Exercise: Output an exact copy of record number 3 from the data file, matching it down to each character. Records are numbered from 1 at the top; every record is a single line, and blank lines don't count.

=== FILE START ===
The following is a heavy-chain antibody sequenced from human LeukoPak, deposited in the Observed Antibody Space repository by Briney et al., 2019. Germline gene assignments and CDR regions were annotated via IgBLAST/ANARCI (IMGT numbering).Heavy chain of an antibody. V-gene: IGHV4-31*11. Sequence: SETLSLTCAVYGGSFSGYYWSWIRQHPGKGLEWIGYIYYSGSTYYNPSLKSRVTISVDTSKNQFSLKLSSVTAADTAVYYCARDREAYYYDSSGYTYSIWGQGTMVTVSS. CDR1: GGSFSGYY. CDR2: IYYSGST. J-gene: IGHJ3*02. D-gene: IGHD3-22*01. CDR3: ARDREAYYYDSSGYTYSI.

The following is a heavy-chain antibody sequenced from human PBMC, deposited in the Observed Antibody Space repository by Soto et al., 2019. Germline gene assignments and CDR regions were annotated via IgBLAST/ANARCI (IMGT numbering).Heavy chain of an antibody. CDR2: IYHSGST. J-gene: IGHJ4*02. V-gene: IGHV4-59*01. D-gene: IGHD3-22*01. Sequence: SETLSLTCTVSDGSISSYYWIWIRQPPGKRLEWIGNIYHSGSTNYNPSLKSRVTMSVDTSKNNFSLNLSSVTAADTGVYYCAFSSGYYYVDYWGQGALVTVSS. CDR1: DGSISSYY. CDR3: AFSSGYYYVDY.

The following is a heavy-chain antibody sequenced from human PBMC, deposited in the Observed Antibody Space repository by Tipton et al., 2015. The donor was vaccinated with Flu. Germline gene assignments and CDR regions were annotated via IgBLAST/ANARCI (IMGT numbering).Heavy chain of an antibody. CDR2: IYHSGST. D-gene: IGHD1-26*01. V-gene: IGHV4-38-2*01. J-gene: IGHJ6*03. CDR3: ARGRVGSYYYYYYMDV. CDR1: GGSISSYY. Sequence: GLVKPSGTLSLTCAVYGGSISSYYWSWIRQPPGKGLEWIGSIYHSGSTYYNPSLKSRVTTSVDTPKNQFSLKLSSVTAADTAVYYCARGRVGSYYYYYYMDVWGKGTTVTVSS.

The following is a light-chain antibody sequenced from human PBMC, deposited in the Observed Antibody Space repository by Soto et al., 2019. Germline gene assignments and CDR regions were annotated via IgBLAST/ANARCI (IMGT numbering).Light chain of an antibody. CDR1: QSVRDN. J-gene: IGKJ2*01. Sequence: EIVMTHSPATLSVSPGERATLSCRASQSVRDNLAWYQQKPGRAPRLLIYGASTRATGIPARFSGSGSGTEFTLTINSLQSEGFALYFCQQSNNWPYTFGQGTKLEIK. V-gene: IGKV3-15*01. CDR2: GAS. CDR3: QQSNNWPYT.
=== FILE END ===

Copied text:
The following is a heavy-chain antibody sequenced from human PBMC, deposited in the Observed Antibody Space repository by Tipton et al., 2015. The donor was vaccinated with Flu. Germline gene assignments and CDR regions were annotated via IgBLAST/ANARCI (IMGT numbering).Heavy chain of an antibody. CDR2: IYHSGST. D-gene: IGHD1-26*01. V-gene: IGHV4-38-2*01. J-gene: IGHJ6*03. CDR3: ARGRVGSYYYYYYMDV. CDR1: GGSISSYY. Sequence: GLVKPSGTLSLTCAVYGGSISSYYWSWIRQPPGKGLEWIGSIYHSGSTYYNPSLKSRVTTSVDTPKNQFSLKLSSVTAADTAVYYCARGRVGSYYYYYYMDVWGKGTTVTVSS.